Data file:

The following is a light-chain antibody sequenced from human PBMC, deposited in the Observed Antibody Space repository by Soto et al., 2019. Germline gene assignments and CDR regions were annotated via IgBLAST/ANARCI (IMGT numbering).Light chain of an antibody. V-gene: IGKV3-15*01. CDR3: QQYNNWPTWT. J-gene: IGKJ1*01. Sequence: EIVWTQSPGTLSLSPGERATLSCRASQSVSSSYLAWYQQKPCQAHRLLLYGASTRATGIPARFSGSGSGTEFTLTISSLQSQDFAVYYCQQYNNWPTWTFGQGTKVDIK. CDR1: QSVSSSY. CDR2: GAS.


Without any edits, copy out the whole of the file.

The following is a light-chain antibody sequenced from human PBMC, deposited in the Observed Antibody Space repository by Soto et al., 2019. Germline gene assignments and CDR regions were annotated via IgBLAST/ANARCI (IMGT numbering).Light chain of an antibody. V-gene: IGKV3-15*01. CDR3: QQYNNWPTWT. J-gene: IGKJ1*01. Sequence: EIVWTQSPGTLSLSPGERATLSCRASQSVSSSYLAWYQQKPCQAHRLLLYGASTRATGIPARFSGSGSGTEFTLTISSLQSQDFAVYYCQQYNNWPTWTFGQGTKVDIK. CDR1: QSVSSSY. CDR2: GAS.